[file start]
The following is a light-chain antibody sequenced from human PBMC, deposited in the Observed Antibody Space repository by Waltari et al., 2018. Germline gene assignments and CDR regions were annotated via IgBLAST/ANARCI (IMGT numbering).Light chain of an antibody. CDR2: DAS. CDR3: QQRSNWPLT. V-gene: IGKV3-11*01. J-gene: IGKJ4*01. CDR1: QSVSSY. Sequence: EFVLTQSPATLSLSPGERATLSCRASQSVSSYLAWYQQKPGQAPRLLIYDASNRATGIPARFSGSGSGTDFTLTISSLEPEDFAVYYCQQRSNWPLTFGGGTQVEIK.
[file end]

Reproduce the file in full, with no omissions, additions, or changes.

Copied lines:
The following is a light-chain antibody sequenced from human PBMC, deposited in the Observed Antibody Space repository by Waltari et al., 2018. Germline gene assignments and CDR regions were annotated via IgBLAST/ANARCI (IMGT numbering).Light chain of an antibody. CDR2: DAS. CDR3: QQRSNWPLT. V-gene: IGKV3-11*01. J-gene: IGKJ4*01. CDR1: QSVSSY. Sequence: EFVLTQSPATLSLSPGERATLSCRASQSVSSYLAWYQQKPGQAPRLLIYDASNRATGIPARFSGSGSGTDFTLTISSLEPEDFAVYYCQQRSNWPLTFGGGTQVEIK.